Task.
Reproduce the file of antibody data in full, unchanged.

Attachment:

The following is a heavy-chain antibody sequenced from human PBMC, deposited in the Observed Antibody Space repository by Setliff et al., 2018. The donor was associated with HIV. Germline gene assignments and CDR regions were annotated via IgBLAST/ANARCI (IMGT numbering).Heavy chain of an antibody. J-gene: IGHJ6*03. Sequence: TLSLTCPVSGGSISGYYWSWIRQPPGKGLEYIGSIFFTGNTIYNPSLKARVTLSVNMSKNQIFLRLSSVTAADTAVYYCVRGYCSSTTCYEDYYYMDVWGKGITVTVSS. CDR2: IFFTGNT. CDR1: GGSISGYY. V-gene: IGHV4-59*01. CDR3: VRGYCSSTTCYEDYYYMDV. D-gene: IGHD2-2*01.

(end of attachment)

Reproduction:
The following is a heavy-chain antibody sequenced from human PBMC, deposited in the Observed Antibody Space repository by Setliff et al., 2018. The donor was associated with HIV. Germline gene assignments and CDR regions were annotated via IgBLAST/ANARCI (IMGT numbering).Heavy chain of an antibody. J-gene: IGHJ6*03. Sequence: TLSLTCPVSGGSISGYYWSWIRQPPGKGLEYIGSIFFTGNTIYNPSLKARVTLSVNMSKNQIFLRLSSVTAADTAVYYCVRGYCSSTTCYEDYYYMDVWGKGITVTVSS. CDR2: IFFTGNT. CDR1: GGSISGYY. V-gene: IGHV4-59*01. CDR3: VRGYCSSTTCYEDYYYMDV. D-gene: IGHD2-2*01.